6 Helpful Tips To Keep Produce From Going Bad

6 Helpful Tips To Keep Produce From Going Bad

According to a 2023 report from the Centers for Disease Control and Prevention (CDC), nearly 90% of Americans don’t eat enough fruits and vegetables. To avoid being a statistic, you buy fruits and vegetables and plan to eat them, but something happens: they go bad before you get the chance to use them. You throw out your produce and don’t even bother to compost because it’s too upsetting to throw money down the drain. 

One report found that about 25% of American families throw away one quarter of the food and beverages they buy. Fruits and vegetables comprise 22% of that, while processed produce (canned fruits and vegetables) contribute another 8% of waste to landfills. We don’t say all this to make you feel guilty; rather, we want to help you make the right changes to keep your produce fresh for longer. 

The primary reason people throw their produce away is because they lack the proper storage knowledge. If you do not store your fruits and vegetables properly, they can spoil easily. Do those greenish-yellow bananas you buy turn brown quickly? Do your herbs turn slimy and brown? What about those cucumbers or apples? If you want to stop throwing your fruits and vegetables away, learn from the following tips. 

Limp, Slimy Lettuce

Big heads of lettuce in the grocery store inspire large bowls of salad and optimal health, as they should. The problem is that storing your lettuce improperly can cause those crispy leaves to become soggy, slimy, and limp. Moisture in the fridge causes most fruits and vegetables to lose their crisp texture and go bad. One way to counteract this is to line your fridge’s vegetable drawer with paper towels or terry-cloth towels. In doing so, the towels absorb excess moisture and keep produce, like your lettuce, crispier for a lot longer. The same rule applies for those bagged salads or tubs of greens!

Sprouting Potatoes

If you are tempted to buy the 10-pound bag of potatoes to save some money, make sure that you store them properly if you aren’t going to use them right away. Potatoes start to sprout more quickly if you keep a large bag on hand. To keep your spuds from sprouting, store them in a cool, dry place with as little moisture and sunlight as possible. Some people have had great success keeping potatoes fresh by throwing an apple in with the potatoes, but some experts warn against this. The reason not to do that is because apples emit ethylene, which can encourage sprouting.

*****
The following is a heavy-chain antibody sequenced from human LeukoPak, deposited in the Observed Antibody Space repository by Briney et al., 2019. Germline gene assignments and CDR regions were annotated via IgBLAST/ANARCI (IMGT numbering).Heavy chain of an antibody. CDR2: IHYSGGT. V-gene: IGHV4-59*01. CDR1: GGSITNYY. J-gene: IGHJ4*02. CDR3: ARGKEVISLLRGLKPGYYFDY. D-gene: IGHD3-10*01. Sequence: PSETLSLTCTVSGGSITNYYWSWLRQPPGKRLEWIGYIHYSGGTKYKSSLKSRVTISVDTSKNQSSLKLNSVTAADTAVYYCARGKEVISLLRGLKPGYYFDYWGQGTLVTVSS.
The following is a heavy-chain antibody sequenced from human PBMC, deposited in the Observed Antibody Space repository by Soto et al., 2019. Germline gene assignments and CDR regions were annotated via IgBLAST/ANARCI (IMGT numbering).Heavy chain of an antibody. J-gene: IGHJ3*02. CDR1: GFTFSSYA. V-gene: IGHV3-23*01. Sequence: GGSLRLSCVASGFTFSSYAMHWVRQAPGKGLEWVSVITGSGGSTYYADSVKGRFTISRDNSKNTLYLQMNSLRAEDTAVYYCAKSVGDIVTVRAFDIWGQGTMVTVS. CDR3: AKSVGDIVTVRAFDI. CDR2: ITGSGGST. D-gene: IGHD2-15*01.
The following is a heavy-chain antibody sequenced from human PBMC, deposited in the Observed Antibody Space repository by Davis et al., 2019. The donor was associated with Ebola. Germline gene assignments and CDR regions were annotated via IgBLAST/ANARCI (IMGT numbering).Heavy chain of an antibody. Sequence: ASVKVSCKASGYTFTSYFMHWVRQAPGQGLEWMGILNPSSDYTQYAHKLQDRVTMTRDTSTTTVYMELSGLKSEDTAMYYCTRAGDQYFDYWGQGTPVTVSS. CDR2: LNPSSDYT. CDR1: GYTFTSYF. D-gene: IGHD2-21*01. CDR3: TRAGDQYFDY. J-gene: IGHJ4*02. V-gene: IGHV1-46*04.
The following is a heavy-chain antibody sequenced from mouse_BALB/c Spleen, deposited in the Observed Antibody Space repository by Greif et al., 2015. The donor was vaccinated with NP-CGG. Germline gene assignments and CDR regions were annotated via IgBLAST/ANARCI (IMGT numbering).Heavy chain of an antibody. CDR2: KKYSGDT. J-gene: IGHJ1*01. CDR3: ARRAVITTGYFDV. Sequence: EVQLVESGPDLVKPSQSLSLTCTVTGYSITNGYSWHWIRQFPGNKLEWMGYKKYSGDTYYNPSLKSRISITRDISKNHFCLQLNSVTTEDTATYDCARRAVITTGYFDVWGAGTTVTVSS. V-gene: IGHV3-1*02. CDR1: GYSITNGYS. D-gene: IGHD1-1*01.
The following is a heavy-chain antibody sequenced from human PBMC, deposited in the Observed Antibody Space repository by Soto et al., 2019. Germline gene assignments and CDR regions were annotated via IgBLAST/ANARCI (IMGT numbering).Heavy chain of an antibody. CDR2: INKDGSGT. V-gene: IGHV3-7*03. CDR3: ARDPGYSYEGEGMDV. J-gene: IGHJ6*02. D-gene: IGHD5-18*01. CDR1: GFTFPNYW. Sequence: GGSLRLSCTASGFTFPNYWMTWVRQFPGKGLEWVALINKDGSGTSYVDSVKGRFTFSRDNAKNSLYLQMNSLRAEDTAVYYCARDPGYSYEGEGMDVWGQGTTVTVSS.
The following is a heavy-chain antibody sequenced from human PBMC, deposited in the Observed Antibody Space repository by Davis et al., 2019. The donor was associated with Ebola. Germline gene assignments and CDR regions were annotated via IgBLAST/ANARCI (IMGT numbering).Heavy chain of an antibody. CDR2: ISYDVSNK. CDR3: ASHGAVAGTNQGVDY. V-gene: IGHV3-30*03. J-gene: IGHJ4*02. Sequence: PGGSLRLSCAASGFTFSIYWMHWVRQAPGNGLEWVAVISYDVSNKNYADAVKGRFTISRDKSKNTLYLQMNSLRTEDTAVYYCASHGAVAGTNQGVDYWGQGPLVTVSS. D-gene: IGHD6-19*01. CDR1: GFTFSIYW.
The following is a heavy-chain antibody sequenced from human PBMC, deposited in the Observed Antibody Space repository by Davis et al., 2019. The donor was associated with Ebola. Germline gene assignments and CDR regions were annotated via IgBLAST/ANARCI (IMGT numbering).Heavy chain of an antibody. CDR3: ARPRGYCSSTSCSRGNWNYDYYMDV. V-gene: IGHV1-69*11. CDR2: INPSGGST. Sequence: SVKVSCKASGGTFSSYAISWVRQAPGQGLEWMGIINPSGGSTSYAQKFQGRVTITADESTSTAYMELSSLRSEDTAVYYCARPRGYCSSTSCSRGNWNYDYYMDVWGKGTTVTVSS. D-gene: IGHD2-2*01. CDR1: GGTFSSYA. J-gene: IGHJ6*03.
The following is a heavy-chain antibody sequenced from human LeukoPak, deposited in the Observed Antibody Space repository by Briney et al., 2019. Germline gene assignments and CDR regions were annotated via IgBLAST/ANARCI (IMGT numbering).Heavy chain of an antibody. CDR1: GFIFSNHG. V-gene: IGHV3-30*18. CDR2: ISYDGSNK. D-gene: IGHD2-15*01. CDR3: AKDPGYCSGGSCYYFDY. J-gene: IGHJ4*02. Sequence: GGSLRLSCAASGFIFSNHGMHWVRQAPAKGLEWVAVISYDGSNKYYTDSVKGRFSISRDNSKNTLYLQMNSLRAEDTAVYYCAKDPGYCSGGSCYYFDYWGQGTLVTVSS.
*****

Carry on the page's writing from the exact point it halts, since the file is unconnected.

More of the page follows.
Mushy, Brown Bananas 

Like apples, bananas emit ethylene gas to ripen themselves. Some people swear that wrapping the top of a banana bunch with plastic wrap delays the ripening process, but that doesn’t solve the issue. Ethylene is produced throughout the banana, not just the stem. The best way to store bananas is to hang them on a hook, so that they get plenty of air circulation. Additionally, don’t store them near apples because the ethylene from apples will cause bananas to ripen more quickly. 

Slimy Mushrooms

Mushrooms are great vegetables that can make their way into myriad dishes, unless they become slimy and unappetizing. To avoid a slimy, mushy mess, make sure that you do not store mushrooms in plastic bags. Plastic traps moisture, which causes mildew and mushy mushrooms. Keep mushrooms in a paper bag so that they can breathe and moisture can escape. If you don’t have paper bags, keep mushrooms fresh by keeping them in their original packaging, but poke holes in the plastic to allow ventilation.

Rubbery Celery

Celery can become tasteless if you allow it to go from crispy to rubbery. You can, however, lengthen its time in the fridge if you store it properly. Experts encourage you to separate, wash, and dry the stalks before wrapping them in aluminum foil. That keeps most of the air and moisture in, while still allowing the ethylene gas to escape. If you store celery in a plastic bag, the moisture stays in the bag, which can accelerate the ripening process and turn your celery rubbery. 

Moldy Berries

Berries can be quite pricey, especially if they are not in season. To ensure that you don’t waste your berry money, protect them by giving them a bath in water for 10 seconds. What about soaking them in a vinegar bath? Well, that can leave a vinegar residue and cause your berries to taste unappetizing. Hot water can inhibit mold growth, according to research. The last step is to make sure that your berries are completely dry before storing them in the fridge. The hot water bath and proper drying before fridge storage can help extend their ripeness.

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